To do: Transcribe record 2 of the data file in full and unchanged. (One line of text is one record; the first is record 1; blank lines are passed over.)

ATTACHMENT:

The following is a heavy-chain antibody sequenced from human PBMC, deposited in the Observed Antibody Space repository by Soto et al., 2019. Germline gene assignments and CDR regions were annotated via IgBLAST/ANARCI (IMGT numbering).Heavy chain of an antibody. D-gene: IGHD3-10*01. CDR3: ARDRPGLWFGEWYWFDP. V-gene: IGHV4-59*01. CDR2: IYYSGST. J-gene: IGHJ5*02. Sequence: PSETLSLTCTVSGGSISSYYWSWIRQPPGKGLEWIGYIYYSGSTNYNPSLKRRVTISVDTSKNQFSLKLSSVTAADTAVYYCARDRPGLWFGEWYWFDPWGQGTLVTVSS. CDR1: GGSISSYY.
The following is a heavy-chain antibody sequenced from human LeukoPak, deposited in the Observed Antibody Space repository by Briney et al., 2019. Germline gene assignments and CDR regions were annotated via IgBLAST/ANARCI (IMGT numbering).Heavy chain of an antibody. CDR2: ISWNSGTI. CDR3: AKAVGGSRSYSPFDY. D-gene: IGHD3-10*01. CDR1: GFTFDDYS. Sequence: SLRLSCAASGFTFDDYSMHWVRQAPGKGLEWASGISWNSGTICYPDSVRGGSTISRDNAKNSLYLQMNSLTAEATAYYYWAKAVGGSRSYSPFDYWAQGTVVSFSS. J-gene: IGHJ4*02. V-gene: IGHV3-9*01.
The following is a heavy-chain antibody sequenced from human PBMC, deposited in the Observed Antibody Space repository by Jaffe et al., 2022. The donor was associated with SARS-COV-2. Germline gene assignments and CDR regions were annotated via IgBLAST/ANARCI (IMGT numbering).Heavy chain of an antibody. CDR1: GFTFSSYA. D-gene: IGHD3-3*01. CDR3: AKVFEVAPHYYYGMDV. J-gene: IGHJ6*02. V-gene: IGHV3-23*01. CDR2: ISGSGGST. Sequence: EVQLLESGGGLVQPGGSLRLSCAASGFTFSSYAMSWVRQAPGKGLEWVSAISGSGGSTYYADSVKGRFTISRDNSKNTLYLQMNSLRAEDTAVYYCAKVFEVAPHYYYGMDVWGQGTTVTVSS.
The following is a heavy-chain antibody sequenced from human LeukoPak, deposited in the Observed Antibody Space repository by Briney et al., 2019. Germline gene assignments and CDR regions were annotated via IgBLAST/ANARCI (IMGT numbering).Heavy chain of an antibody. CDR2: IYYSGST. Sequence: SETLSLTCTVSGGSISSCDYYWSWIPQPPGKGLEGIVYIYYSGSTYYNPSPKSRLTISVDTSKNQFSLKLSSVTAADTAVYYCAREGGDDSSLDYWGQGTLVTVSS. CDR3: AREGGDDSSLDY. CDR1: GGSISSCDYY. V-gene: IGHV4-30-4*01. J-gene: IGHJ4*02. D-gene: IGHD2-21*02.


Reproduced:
The following is a heavy-chain antibody sequenced from human LeukoPak, deposited in the Observed Antibody Space repository by Briney et al., 2019. Germline gene assignments and CDR regions were annotated via IgBLAST/ANARCI (IMGT numbering).Heavy chain of an antibody. CDR2: ISWNSGTI. CDR3: AKAVGGSRSYSPFDY. D-gene: IGHD3-10*01. CDR1: GFTFDDYS. Sequence: SLRLSCAASGFTFDDYSMHWVRQAPGKGLEWASGISWNSGTICYPDSVRGGSTISRDNAKNSLYLQMNSLTAEATAYYYWAKAVGGSRSYSPFDYWAQGTVVSFSS. J-gene: IGHJ4*02. V-gene: IGHV3-9*01.